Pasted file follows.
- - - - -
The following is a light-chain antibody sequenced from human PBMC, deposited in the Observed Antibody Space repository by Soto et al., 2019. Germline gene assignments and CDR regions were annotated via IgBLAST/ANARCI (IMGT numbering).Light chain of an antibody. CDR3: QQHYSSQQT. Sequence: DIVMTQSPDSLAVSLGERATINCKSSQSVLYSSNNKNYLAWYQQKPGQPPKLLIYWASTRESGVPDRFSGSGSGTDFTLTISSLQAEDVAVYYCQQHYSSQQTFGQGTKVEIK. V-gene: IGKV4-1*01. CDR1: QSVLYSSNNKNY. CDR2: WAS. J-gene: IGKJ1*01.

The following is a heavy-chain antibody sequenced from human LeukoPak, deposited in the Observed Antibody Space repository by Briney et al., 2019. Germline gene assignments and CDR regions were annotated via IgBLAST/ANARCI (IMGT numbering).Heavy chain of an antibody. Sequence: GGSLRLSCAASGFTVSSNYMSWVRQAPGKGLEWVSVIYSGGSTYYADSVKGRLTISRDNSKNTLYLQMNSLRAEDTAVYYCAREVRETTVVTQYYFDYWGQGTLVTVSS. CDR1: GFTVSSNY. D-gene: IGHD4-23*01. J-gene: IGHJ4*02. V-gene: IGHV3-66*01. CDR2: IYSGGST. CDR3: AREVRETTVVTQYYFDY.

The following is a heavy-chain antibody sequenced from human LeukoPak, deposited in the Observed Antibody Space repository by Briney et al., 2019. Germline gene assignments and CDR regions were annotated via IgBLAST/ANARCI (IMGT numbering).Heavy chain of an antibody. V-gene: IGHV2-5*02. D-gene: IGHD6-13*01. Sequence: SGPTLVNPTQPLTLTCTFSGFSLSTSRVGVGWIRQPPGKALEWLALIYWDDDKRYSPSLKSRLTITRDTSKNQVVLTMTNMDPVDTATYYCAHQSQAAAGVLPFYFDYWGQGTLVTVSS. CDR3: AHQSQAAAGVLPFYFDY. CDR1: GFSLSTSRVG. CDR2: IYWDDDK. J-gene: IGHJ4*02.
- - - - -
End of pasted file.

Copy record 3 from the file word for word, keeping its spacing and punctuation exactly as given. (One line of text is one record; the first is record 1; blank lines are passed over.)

The following is a heavy-chain antibody sequenced from human LeukoPak, deposited in the Observed Antibody Space repository by Briney et al., 2019. Germline gene assignments and CDR regions were annotated via IgBLAST/ANARCI (IMGT numbering).Heavy chain of an antibody. V-gene: IGHV2-5*02. D-gene: IGHD6-13*01. Sequence: SGPTLVNPTQPLTLTCTFSGFSLSTSRVGVGWIRQPPGKALEWLALIYWDDDKRYSPSLKSRLTITRDTSKNQVVLTMTNMDPVDTATYYCAHQSQAAAGVLPFYFDYWGQGTLVTVSS. CDR3: AHQSQAAAGVLPFYFDY. CDR1: GFSLSTSRVG. CDR2: IYWDDDK. J-gene: IGHJ4*02.